# Can we understand the strong reflectivity of metals from band theory?

I know that solids, including metals, have electronic bands and bandgaps. If we consider some typical metal such as copper, we know that it strongly reflects visible light. From the point of view of bands, this means that the bandgap energy must be large in comparison to the energy of the visible light and therefore, it cannot be absorbed. Is it so? I am not sure.

• You have that backwards - if photons of a particular energy cannot be absorbed, then the material will be transparent to them. – J. Murray Mar 3 '20 at 16:59
• If the photon cannot be absorbed, I think two things are possible. Either reflection or transmission. Isn't it? – mithusengupta123 Mar 3 '20 at 17:00
• When a photon promotes an electron from a low energy state to a high energy state, the electron subsequently loses that energy either by re-emitting it as a photon, or by passing it off to phonons. The former accounts for reflection, the latter accounts for absorption. If the photon cannot be absorbed in the first place, then it will pass right through the material. – J. Murray Mar 3 '20 at 17:22
• Chapter 15 (Band Structure of Metals) in Ashcroft and Mermin discusses optical properties of various metals in light of their band structure. So, yes, it is a core function of band theory to describe optical properties. – Jon Custer Mar 3 '20 at 18:03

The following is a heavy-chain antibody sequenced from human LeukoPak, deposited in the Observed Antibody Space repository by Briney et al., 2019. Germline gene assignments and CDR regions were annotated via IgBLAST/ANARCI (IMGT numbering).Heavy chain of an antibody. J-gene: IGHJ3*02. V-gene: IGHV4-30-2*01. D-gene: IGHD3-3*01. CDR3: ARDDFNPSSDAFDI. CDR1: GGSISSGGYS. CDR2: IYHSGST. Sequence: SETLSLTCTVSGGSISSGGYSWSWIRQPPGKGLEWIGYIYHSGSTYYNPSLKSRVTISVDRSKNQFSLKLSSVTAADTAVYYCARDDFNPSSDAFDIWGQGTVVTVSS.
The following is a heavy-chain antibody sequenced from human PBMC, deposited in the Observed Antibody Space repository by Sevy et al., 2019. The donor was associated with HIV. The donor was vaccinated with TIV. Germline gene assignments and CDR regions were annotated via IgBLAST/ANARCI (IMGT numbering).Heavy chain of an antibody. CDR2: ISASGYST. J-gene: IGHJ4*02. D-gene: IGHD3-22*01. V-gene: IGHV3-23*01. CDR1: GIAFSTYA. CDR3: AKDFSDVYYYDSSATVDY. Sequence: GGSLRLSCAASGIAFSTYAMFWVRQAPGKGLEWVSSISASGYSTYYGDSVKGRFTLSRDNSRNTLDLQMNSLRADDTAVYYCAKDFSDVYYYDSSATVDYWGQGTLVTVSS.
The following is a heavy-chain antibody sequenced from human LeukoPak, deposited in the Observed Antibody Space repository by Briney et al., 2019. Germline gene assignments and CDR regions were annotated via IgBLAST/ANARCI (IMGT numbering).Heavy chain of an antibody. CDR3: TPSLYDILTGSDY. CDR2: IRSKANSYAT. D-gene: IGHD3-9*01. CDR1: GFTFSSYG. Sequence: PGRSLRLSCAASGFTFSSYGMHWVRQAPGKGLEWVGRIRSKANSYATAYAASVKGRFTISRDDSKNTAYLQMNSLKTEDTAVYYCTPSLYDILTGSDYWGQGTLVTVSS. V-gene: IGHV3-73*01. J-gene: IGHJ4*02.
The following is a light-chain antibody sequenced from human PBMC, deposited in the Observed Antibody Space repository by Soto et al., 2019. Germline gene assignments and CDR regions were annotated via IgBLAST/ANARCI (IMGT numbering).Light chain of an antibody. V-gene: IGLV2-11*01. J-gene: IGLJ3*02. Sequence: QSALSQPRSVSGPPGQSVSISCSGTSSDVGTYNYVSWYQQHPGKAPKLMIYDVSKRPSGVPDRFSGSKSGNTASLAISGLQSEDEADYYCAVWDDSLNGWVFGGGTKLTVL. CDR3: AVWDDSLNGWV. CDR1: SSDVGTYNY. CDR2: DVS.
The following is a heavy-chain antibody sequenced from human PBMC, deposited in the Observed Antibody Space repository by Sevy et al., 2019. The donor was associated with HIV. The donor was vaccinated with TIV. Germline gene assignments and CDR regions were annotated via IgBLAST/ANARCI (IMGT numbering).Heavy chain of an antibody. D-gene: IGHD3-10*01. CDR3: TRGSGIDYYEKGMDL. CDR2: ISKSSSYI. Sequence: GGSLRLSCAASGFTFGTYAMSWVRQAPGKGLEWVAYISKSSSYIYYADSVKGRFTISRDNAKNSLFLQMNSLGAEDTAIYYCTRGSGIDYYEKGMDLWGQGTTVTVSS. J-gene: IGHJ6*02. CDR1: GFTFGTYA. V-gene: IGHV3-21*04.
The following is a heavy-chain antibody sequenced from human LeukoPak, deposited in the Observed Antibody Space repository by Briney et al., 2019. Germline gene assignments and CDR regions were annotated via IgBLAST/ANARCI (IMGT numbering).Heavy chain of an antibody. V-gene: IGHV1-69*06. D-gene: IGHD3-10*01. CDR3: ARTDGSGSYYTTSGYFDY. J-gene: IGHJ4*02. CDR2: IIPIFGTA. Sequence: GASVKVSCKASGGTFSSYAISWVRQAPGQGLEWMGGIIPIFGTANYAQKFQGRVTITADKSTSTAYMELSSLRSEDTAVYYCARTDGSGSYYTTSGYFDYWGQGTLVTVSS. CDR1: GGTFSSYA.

• @JonCuster Yes, but there is also the contribution of the Drude peak to the optical conductivity. And the plasmons. It is complicated. – Pieter Mar 3 '20 at 20:23

From the point of view of bands, this means that the bandgap energy must be large in comparison to the energy of the visible light and therefore, it cannot be absorbed.

I don't think so. When there is a large gap and photons can not be absorbed, the material is transparent to visible light. It is the case of some isolators as quartz.

In order to absorb a photon, it is necessary that the energy gap between adjacent electronic bands allows a transition of one of the electrons. Normally, the momentum of the electron ($$\hbar k$$) is much higher than the moment of the photon, and moment conservation requires that there is an available state in a higher energy band with (almost) the same $$k$$.

After being absorbed, the electron returns to the lower energy band, scattering the incoming light, what explains the bright reflective surface of metals.

Metals don't have large band gaps as insulators, and electrons can find available states at high energy band.

J. Murray is correct and yes you can: because most metallic bands are continuous, the promotion of electrons from valence to conduction will occur at a wide range of energies. The relaxation of these electrons then emits a photon resulting in reflection. Metal colours come from differing electron densities at points in their valence bands (DoS).This is also why most metallic materials are opaque and why there is so much interest in transparent materials that are electrically conductive.